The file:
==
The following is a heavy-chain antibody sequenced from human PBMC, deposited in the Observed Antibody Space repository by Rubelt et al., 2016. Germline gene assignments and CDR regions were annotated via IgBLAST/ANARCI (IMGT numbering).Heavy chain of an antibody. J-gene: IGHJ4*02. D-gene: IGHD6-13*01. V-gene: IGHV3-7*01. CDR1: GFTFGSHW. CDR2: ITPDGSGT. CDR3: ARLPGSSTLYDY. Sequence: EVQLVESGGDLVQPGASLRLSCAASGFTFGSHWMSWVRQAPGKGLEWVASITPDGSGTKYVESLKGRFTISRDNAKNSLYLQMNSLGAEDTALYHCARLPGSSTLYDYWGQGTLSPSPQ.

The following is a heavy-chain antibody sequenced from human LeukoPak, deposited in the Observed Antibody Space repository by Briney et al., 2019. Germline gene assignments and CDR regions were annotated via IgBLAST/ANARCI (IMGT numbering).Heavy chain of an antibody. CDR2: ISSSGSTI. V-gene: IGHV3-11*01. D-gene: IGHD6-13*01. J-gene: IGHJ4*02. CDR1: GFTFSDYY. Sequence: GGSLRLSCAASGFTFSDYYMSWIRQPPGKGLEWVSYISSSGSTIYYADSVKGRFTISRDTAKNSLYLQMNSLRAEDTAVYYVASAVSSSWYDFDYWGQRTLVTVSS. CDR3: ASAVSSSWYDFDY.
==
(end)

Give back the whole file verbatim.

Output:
The following is a heavy-chain antibody sequenced from human PBMC, deposited in the Observed Antibody Space repository by Rubelt et al., 2016. Germline gene assignments and CDR regions were annotated via IgBLAST/ANARCI (IMGT numbering).Heavy chain of an antibody. J-gene: IGHJ4*02. D-gene: IGHD6-13*01. V-gene: IGHV3-7*01. CDR1: GFTFGSHW. CDR2: ITPDGSGT. CDR3: ARLPGSSTLYDY. Sequence: EVQLVESGGDLVQPGASLRLSCAASGFTFGSHWMSWVRQAPGKGLEWVASITPDGSGTKYVESLKGRFTISRDNAKNSLYLQMNSLGAEDTALYHCARLPGSSTLYDYWGQGTLSPSPQ.

The following is a heavy-chain antibody sequenced from human LeukoPak, deposited in the Observed Antibody Space repository by Briney et al., 2019. Germline gene assignments and CDR regions were annotated via IgBLAST/ANARCI (IMGT numbering).Heavy chain of an antibody. CDR2: ISSSGSTI. V-gene: IGHV3-11*01. D-gene: IGHD6-13*01. J-gene: IGHJ4*02. CDR1: GFTFSDYY. Sequence: GGSLRLSCAASGFTFSDYYMSWIRQPPGKGLEWVSYISSSGSTIYYADSVKGRFTISRDTAKNSLYLQMNSLRAEDTAVYYVASAVSSSWYDFDYWGQRTLVTVSS. CDR3: ASAVSSSWYDFDY.